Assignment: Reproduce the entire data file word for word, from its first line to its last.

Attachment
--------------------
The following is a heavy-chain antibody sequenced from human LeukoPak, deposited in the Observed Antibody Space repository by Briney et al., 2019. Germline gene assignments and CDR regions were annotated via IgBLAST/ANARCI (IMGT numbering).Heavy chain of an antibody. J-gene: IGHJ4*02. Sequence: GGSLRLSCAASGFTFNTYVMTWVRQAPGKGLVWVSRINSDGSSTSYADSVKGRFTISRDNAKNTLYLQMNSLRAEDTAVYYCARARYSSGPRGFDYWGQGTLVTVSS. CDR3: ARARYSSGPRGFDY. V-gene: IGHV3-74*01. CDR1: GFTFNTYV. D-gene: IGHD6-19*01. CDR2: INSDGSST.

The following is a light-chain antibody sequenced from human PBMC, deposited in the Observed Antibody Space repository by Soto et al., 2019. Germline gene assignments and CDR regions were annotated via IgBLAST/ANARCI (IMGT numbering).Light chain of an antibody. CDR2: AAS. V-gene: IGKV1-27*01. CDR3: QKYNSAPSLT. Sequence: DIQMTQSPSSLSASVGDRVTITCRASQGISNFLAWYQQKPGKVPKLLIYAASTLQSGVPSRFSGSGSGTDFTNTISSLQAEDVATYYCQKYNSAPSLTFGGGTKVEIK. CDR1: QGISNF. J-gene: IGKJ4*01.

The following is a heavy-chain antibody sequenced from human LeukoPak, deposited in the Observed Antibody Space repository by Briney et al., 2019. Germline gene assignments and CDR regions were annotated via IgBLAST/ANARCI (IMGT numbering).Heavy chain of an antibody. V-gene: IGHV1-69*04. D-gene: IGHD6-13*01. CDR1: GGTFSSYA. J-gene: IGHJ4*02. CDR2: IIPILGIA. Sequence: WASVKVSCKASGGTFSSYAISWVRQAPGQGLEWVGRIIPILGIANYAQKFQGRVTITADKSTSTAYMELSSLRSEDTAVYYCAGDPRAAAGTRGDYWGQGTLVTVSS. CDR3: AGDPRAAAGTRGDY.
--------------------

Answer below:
The following is a heavy-chain antibody sequenced from human LeukoPak, deposited in the Observed Antibody Space repository by Briney et al., 2019. Germline gene assignments and CDR regions were annotated via IgBLAST/ANARCI (IMGT numbering).Heavy chain of an antibody. J-gene: IGHJ4*02. Sequence: GGSLRLSCAASGFTFNTYVMTWVRQAPGKGLVWVSRINSDGSSTSYADSVKGRFTISRDNAKNTLYLQMNSLRAEDTAVYYCARARYSSGPRGFDYWGQGTLVTVSS. CDR3: ARARYSSGPRGFDY. V-gene: IGHV3-74*01. CDR1: GFTFNTYV. D-gene: IGHD6-19*01. CDR2: INSDGSST.

The following is a light-chain antibody sequenced from human PBMC, deposited in the Observed Antibody Space repository by Soto et al., 2019. Germline gene assignments and CDR regions were annotated via IgBLAST/ANARCI (IMGT numbering).Light chain of an antibody. CDR2: AAS. V-gene: IGKV1-27*01. CDR3: QKYNSAPSLT. Sequence: DIQMTQSPSSLSASVGDRVTITCRASQGISNFLAWYQQKPGKVPKLLIYAASTLQSGVPSRFSGSGSGTDFTNTISSLQAEDVATYYCQKYNSAPSLTFGGGTKVEIK. CDR1: QGISNF. J-gene: IGKJ4*01.

The following is a heavy-chain antibody sequenced from human LeukoPak, deposited in the Observed Antibody Space repository by Briney et al., 2019. Germline gene assignments and CDR regions were annotated via IgBLAST/ANARCI (IMGT numbering).Heavy chain of an antibody. V-gene: IGHV1-69*04. D-gene: IGHD6-13*01. CDR1: GGTFSSYA. J-gene: IGHJ4*02. CDR2: IIPILGIA. Sequence: WASVKVSCKASGGTFSSYAISWVRQAPGQGLEWVGRIIPILGIANYAQKFQGRVTITADKSTSTAYMELSSLRSEDTAVYYCAGDPRAAAGTRGDYWGQGTLVTVSS. CDR3: AGDPRAAAGTRGDY.